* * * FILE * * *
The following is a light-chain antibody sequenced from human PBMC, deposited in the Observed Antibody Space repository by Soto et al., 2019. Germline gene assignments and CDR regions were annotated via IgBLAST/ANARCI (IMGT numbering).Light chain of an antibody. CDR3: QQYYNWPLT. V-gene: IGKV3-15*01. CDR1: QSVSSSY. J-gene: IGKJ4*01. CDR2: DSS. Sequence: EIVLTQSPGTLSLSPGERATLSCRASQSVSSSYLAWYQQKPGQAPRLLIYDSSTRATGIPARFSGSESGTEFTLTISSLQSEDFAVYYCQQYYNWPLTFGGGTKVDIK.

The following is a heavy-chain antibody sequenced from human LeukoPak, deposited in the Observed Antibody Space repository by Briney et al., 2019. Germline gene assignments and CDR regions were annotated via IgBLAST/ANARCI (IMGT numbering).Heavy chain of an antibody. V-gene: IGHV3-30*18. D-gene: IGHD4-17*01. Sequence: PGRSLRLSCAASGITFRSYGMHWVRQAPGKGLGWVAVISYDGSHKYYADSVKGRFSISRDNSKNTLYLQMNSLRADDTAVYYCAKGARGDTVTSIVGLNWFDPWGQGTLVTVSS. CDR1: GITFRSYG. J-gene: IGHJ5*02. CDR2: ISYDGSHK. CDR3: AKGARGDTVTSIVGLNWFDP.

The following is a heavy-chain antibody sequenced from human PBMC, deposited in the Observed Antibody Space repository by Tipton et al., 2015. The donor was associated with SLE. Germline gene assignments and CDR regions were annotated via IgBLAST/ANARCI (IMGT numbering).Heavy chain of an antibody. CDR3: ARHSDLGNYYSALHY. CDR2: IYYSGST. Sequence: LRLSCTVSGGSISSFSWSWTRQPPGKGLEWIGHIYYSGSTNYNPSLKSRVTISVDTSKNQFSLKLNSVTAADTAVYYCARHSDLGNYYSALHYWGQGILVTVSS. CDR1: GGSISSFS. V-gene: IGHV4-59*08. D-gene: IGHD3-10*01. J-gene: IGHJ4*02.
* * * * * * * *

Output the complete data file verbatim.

The following is a light-chain antibody sequenced from human PBMC, deposited in the Observed Antibody Space repository by Soto et al., 2019. Germline gene assignments and CDR regions were annotated via IgBLAST/ANARCI (IMGT numbering).Light chain of an antibody. CDR3: QQYYNWPLT. V-gene: IGKV3-15*01. CDR1: QSVSSSY. J-gene: IGKJ4*01. CDR2: DSS. Sequence: EIVLTQSPGTLSLSPGERATLSCRASQSVSSSYLAWYQQKPGQAPRLLIYDSSTRATGIPARFSGSESGTEFTLTISSLQSEDFAVYYCQQYYNWPLTFGGGTKVDIK.

The following is a heavy-chain antibody sequenced from human LeukoPak, deposited in the Observed Antibody Space repository by Briney et al., 2019. Germline gene assignments and CDR regions were annotated via IgBLAST/ANARCI (IMGT numbering).Heavy chain of an antibody. V-gene: IGHV3-30*18. D-gene: IGHD4-17*01. Sequence: PGRSLRLSCAASGITFRSYGMHWVRQAPGKGLGWVAVISYDGSHKYYADSVKGRFSISRDNSKNTLYLQMNSLRADDTAVYYCAKGARGDTVTSIVGLNWFDPWGQGTLVTVSS. CDR1: GITFRSYG. J-gene: IGHJ5*02. CDR2: ISYDGSHK. CDR3: AKGARGDTVTSIVGLNWFDP.

The following is a heavy-chain antibody sequenced from human PBMC, deposited in the Observed Antibody Space repository by Tipton et al., 2015. The donor was associated with SLE. Germline gene assignments and CDR regions were annotated via IgBLAST/ANARCI (IMGT numbering).Heavy chain of an antibody. CDR3: ARHSDLGNYYSALHY. CDR2: IYYSGST. Sequence: LRLSCTVSGGSISSFSWSWTRQPPGKGLEWIGHIYYSGSTNYNPSLKSRVTISVDTSKNQFSLKLNSVTAADTAVYYCARHSDLGNYYSALHYWGQGILVTVSS. CDR1: GGSISSFS. V-gene: IGHV4-59*08. D-gene: IGHD3-10*01. J-gene: IGHJ4*02.